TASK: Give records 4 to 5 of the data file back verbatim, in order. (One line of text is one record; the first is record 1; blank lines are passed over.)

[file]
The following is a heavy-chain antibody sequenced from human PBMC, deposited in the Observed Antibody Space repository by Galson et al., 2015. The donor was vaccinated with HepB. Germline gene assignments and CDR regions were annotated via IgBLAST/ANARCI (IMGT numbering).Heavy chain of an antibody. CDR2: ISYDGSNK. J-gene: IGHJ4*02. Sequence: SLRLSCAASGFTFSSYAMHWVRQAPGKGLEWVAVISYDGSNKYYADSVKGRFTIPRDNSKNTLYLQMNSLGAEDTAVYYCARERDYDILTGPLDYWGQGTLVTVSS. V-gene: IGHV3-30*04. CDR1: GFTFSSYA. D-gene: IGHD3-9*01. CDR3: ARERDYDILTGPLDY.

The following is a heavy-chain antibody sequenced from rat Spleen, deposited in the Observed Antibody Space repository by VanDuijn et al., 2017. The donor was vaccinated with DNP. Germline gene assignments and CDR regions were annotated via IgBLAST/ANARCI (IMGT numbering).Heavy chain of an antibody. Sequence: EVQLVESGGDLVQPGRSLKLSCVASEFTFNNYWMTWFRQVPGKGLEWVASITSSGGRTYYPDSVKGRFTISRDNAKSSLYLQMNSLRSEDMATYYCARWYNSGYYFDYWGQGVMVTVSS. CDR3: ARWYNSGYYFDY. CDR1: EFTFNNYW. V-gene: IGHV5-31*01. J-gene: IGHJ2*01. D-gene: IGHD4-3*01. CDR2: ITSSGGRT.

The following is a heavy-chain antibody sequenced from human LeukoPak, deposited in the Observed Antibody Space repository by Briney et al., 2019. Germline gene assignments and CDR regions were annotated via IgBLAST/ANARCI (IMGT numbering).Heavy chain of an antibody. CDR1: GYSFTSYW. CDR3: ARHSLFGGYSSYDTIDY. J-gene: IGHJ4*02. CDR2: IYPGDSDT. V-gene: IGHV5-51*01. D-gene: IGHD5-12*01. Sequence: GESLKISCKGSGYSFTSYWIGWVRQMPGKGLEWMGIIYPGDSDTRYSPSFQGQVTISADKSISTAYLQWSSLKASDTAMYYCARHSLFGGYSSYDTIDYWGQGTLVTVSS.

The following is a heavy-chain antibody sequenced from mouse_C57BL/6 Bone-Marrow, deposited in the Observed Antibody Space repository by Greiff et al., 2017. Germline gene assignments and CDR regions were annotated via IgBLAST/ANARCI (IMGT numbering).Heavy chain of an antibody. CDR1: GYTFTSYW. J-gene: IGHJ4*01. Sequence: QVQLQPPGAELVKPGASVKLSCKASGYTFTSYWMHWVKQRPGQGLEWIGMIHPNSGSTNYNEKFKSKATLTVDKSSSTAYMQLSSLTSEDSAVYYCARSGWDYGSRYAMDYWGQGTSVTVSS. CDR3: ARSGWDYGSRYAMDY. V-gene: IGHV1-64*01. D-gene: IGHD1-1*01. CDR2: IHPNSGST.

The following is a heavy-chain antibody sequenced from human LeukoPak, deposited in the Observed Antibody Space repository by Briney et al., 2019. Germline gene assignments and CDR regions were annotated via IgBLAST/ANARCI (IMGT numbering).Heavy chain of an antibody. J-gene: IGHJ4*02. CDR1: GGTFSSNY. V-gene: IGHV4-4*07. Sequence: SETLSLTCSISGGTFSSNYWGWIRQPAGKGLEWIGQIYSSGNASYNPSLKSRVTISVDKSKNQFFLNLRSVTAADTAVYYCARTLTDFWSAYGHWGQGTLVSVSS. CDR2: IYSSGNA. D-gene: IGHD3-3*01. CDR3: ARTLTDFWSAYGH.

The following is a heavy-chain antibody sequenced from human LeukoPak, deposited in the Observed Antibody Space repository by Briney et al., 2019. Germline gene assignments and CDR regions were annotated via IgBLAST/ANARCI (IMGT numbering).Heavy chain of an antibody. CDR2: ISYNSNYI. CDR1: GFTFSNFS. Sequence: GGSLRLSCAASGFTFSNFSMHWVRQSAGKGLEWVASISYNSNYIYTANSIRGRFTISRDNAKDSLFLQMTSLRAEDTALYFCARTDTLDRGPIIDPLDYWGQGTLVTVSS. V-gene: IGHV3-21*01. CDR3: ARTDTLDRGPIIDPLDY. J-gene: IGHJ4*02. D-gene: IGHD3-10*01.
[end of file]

The following is a heavy-chain antibody sequenced from mouse_C57BL/6 Bone-Marrow, deposited in the Observed Antibody Space repository by Greiff et al., 2017. Germline gene assignments and CDR regions were annotated via IgBLAST/ANARCI (IMGT numbering).Heavy chain of an antibody. CDR1: GYTFTSYW. J-gene: IGHJ4*01. Sequence: QVQLQPPGAELVKPGASVKLSCKASGYTFTSYWMHWVKQRPGQGLEWIGMIHPNSGSTNYNEKFKSKATLTVDKSSSTAYMQLSSLTSEDSAVYYCARSGWDYGSRYAMDYWGQGTSVTVSS. CDR3: ARSGWDYGSRYAMDY. V-gene: IGHV1-64*01. D-gene: IGHD1-1*01. CDR2: IHPNSGST.

The following is a heavy-chain antibody sequenced from human LeukoPak, deposited in the Observed Antibody Space repository by Briney et al., 2019. Germline gene assignments and CDR regions were annotated via IgBLAST/ANARCI (IMGT numbering).Heavy chain of an antibody. J-gene: IGHJ4*02. CDR1: GGTFSSNY. V-gene: IGHV4-4*07. Sequence: SETLSLTCSISGGTFSSNYWGWIRQPAGKGLEWIGQIYSSGNASYNPSLKSRVTISVDKSKNQFFLNLRSVTAADTAVYYCARTLTDFWSAYGHWGQGTLVSVSS. CDR2: IYSSGNA. D-gene: IGHD3-3*01. CDR3: ARTLTDFWSAYGH.